Abstract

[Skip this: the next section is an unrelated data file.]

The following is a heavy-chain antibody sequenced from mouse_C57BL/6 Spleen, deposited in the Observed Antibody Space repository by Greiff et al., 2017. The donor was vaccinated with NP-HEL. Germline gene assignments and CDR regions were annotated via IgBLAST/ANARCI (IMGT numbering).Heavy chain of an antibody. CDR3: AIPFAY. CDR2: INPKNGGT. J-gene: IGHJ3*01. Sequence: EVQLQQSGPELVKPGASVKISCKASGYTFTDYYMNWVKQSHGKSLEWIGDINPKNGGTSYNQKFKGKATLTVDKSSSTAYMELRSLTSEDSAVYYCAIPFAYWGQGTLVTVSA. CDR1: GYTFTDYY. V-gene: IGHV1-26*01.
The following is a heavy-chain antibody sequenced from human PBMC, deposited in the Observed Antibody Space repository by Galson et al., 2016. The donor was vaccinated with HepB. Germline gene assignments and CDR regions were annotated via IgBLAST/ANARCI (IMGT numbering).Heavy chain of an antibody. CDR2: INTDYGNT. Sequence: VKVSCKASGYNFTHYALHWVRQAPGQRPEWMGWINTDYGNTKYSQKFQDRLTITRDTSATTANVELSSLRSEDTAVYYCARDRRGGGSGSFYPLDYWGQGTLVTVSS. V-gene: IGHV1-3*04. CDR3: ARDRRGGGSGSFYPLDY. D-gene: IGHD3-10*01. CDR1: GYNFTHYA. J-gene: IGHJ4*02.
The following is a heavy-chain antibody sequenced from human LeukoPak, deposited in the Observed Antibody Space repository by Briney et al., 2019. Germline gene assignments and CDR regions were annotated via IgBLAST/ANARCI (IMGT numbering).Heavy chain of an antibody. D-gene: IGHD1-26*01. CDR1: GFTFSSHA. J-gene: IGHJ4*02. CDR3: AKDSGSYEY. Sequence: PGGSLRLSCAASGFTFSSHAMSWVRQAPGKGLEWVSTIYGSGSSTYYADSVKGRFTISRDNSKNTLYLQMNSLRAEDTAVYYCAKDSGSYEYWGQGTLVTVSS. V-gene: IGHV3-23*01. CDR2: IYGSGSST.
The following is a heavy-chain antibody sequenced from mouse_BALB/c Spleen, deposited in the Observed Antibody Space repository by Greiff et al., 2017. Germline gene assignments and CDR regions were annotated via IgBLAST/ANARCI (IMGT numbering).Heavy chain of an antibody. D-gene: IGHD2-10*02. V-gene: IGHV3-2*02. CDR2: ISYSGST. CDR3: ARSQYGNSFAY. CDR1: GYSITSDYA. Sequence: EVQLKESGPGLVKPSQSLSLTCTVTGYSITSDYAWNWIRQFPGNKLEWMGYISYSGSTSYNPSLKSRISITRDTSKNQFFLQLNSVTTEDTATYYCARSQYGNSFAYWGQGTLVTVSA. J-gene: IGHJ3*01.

Empirical studies of forecasts often fail to reconcile the rational expectations hypothesis with a minimum mean square error objective function. Recent studies, however, have argued that observed bias may be rational in certain advising games, or for objective functions that include publicity or forecasting reputation as additional arguments. This paper analyzes multistep forecasting behavior for individuals forecasting bond yields in the Blue Chip Financial Survey over the 1987–1996 period and uncovers statistically significant evidence supportive of Ehrbeck and Waldmann's rational stubbornness. I find that forecasters rationally place too much weight on their previous forecasts in an attempt to mimic the behavior of more able forecasters (perhaps attempting to fool their clients). Jointly, I also find that this pattern of under-revision is positively correlated with mean square forecasting errors. Rational stubbornness is sensitive to the forecasting horizon as well as bond maturity.

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